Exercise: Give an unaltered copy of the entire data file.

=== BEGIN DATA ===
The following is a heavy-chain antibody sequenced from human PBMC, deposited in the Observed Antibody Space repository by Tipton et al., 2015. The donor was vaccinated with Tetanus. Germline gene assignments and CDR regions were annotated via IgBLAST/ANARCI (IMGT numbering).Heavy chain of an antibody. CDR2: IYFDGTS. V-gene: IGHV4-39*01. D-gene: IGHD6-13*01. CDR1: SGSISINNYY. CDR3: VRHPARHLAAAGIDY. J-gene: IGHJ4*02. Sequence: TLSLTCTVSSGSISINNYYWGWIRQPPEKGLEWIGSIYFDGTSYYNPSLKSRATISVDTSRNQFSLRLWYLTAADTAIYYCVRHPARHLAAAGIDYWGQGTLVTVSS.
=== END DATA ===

The following is a heavy-chain antibody sequenced from human PBMC, deposited in the Observed Antibody Space repository by Tipton et al., 2015. The donor was vaccinated with Tetanus. Germline gene assignments and CDR regions were annotated via IgBLAST/ANARCI (IMGT numbering).Heavy chain of an antibody. CDR2: IYFDGTS. V-gene: IGHV4-39*01. D-gene: IGHD6-13*01. CDR1: SGSISINNYY. CDR3: VRHPARHLAAAGIDY. J-gene: IGHJ4*02. Sequence: TLSLTCTVSSGSISINNYYWGWIRQPPEKGLEWIGSIYFDGTSYYNPSLKSRATISVDTSRNQFSLRLWYLTAADTAIYYCVRHPARHLAAAGIDYWGQGTLVTVSS.